Water and people: Whose right is it?

[Water and people: Whose right is it?]

In most communities, water supplies are limited and water-use decisions involve difficult choices. Resource economists often recommend that water prices be raised for all uses (industry, agriculture and domestic), arguing that higher prices will encourage more efficient use of water in all sectors. However, the implications for the poor can be negative and lead to increased hardship since they often do not have sufficient financial resources to pay higher prices. While subsidization of water prices has sometimes been suggested as a means of ensuring that water is available for all, the poorest households do not usually have easy access to piped services or irrigation. Participation of women in water resource management is often promoted by national governments. South Africa offers a positive example. The country passed its Water Services Act in 1997 and a National Water Act in 1998, which aimed to redress the gender and racial inequalities and discrimination of the past.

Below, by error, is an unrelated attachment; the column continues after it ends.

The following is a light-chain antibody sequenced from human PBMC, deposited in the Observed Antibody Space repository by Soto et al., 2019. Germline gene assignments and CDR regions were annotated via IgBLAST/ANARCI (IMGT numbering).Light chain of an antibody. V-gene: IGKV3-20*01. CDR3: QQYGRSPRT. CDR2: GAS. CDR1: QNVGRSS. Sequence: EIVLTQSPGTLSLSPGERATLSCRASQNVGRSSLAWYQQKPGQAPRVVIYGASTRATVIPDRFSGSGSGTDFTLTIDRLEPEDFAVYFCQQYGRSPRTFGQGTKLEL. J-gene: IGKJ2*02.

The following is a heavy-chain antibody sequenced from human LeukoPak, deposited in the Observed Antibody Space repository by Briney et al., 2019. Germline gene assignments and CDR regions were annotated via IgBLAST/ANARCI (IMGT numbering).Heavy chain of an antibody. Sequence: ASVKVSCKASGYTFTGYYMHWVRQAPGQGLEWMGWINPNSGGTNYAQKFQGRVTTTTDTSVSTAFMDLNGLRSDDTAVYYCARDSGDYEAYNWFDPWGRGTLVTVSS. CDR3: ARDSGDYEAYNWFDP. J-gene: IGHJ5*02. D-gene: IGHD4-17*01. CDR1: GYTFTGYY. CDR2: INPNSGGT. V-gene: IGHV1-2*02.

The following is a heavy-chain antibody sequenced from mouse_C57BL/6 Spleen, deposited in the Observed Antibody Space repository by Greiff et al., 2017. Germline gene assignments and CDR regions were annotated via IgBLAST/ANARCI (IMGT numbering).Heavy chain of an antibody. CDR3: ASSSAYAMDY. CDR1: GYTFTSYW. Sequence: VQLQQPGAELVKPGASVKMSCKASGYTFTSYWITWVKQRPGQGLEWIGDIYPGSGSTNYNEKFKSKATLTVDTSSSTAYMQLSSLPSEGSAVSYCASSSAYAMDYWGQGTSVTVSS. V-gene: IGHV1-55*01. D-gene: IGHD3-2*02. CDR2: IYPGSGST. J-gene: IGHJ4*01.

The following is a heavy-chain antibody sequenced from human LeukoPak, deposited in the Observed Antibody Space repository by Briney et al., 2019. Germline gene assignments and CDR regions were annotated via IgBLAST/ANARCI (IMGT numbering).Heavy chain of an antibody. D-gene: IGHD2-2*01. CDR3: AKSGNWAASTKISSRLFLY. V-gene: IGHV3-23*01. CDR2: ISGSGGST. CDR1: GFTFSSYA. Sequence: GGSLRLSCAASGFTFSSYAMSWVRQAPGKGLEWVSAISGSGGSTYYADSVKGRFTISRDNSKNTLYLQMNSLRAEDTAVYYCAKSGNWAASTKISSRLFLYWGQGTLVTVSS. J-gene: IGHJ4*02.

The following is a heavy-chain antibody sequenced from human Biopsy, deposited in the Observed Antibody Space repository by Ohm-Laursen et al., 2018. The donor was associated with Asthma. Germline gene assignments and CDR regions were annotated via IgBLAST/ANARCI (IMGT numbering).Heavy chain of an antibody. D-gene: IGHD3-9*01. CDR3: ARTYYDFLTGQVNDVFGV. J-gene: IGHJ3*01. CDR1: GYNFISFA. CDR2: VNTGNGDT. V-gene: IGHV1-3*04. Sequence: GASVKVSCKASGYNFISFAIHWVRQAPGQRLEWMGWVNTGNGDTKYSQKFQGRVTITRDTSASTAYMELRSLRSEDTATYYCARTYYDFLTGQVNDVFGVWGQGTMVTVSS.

FAO. Organización para la Alimentación y la Agricultura de las Naciones Unidas

Language: Español

Format: PDF

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